Will the real Tim Wilson please stand up?

Outsider is giving 10 out of 10 to the Australian Prudential Regulation Authority (APRA) for deftly avoiding becoming entangled in the somewhat arcane politics of superannuation.

Indeed, Outsider is wondering quite what the rather staid executive of APRA made of a claim by the chairman of the House of Representatives Standing Committee on

Economics, Tim Wilson, that the Government was being “bullied and intimidated” by industry superannuation funds.

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It seems that the bullying and intimidation Wilson was referring to was the rather vanilla television advertising campaign launched by Industry Super Australia aimed at the Government’s Your Future, Your Super legislation.

So, hearing Wilson’s pleas to APRA, Outsider was left to wonder whether this was the same Tim Wilson who prosecuted the Government’s campaign against franking credits during the last Federal Election, the same Tim Wilson who has used his committee to relentlessly interrogate superannuation funds over their activities and the same Tim Wilson who is now campaigning to put home ownership ahead of super?

Are there two Tim Wilsons, one of whom is a victim?




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Go Tim!! About time someone had the balls to put union super under the spotlight.pity it wasn't a blowtorch.

The real Tim Wilson is using his parliamentary position to advance the interests of his rich mates.

No surprise Dick to see your comment here defending union super. Think the heat is getting a bit warm as we all start uncovering the crap going on behind the scenes with union super, otherwise why else would you be so worried about Tim and the parliamentary committee (that btw has BOTH Labor and Libs on it) questioning the wrong doing.

I admit i am blatantly anti-union super funds, but you keep pretending that you're unbiased which from every single comment you make, shows that is pure b*llshit.

I acknowledge your position and some of your arguments do give cause of reflection.

But I take a broader view to the overall value of having Australian citizens with the means to provide for their retirement. Wilson pretends to and the Outsider has made a good call. I accept no all is dandy with the industry super funds (but you know this side of superannuation better than I do), but I know that not all is dandy and shiny on the retail side of superannuation despite all the bleating that goes on here.

Tim Wilson could run rings around Frydenberg. One of the few Liberals in Canberra at the moment.

It appears to me that The Outsider is the ignorant one here. Maybe you should focus on the lack of APRA action in carrying out their legislative responsibilities. The SIS legislation has been very clear since its introduction, that Superannuation money can ONLY be used for the retirement benefits of members.

What we are seeing are constant TV advertising and sponsorship by the Industry Fund movement spending members money for the Industry Fund group, and not for retirement purposes. The Industry Fund group is established to pursue political agendas, and is using members benefits for this, but APRA does not have the integrity to challenge them - I guess APRA and ASIC and the Industry Funds all have the same political preferences and agendas.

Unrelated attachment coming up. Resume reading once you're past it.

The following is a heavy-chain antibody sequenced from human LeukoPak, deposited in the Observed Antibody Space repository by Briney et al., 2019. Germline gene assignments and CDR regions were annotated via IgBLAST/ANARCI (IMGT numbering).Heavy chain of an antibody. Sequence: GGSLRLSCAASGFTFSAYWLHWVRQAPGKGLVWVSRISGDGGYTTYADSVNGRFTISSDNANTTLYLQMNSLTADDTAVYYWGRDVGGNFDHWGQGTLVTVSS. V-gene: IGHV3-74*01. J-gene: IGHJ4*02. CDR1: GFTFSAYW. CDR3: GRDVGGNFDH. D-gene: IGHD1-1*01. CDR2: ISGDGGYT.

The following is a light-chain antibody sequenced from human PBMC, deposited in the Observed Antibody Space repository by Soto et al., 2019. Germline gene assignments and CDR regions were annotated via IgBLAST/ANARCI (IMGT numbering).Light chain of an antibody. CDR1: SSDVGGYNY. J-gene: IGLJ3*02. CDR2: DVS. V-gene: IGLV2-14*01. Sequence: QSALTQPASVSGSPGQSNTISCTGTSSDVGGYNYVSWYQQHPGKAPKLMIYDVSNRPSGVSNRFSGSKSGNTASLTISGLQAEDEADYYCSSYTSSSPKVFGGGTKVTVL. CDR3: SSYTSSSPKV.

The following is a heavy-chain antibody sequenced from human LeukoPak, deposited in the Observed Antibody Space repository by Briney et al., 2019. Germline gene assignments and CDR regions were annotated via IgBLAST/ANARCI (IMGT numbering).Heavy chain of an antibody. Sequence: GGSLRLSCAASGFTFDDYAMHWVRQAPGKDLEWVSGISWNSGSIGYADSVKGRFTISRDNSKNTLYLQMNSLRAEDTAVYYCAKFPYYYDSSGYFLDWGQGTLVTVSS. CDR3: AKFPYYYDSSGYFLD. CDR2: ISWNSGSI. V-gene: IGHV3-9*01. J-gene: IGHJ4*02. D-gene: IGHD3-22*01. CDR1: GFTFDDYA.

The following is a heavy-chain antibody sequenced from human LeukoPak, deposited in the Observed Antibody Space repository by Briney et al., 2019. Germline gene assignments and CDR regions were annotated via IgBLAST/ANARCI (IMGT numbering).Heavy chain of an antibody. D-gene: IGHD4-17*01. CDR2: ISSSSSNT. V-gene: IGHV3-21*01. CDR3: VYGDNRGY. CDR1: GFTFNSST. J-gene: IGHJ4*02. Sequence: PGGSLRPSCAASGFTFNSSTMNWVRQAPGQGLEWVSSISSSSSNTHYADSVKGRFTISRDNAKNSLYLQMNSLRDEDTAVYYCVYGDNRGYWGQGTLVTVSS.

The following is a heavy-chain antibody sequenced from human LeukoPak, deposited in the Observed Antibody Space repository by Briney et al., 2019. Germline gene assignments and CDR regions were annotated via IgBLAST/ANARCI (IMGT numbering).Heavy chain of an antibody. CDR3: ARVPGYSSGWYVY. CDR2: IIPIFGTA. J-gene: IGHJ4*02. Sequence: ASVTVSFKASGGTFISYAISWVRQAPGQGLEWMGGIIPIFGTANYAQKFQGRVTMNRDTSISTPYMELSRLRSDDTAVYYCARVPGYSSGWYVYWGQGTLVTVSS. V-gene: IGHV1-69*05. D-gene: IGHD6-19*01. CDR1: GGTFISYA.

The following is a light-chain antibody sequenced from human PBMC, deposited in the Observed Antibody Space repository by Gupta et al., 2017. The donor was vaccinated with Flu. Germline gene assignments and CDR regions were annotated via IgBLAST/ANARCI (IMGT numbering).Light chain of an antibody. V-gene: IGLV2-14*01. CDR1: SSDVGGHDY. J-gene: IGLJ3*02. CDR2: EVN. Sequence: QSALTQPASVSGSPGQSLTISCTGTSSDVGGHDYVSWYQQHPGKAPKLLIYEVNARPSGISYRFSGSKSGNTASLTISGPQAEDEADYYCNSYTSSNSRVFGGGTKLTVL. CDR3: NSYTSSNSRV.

It is a pity that The Outsider does not see the issues either.

The retail funds would not like this - after all they use their clients' fees for behind the scenes lobbying. The retail side do not need to do any TV advertising. It is quite reasonable to say that both sides are looking after their clients' superannuation/pension scheme interests.

Wrong, industry funds use member funds for advertising, political lobbying and corporate boxes at the MCG....retail funds charge a transparent fee which becomes revenue and from this they can do whatever they want as profits are an issue for their shareholders not members. Not for profit is such a load of BS....

Both retail and industry funds charge fees which are more of less transparent. Both retail and industry funds use a portion of fees for advancing and defending their positions on behalf of members and shareholders in the case of retail funds and on behalf of members of industry funds. Both sides would be remiss if they didn't. It's how business works. You would have to be naive to think otherwise.

Not all of the retail funds' profits go to shareholders (the fund members don't get any by that stage). Some of the profits go towards lobbying (just not by television advertising). It would be naive to think otherwise. It would be annoying if they didn't.

yer yer yer, keep hearing it seeing nothing. Hume would rather run over a dog than tackle the carve out bull####. hi, im here on a 12 month visa, ok, here is a job for you, give personal advice for our ponzi scheme, thanks...... lib party ...... crickets

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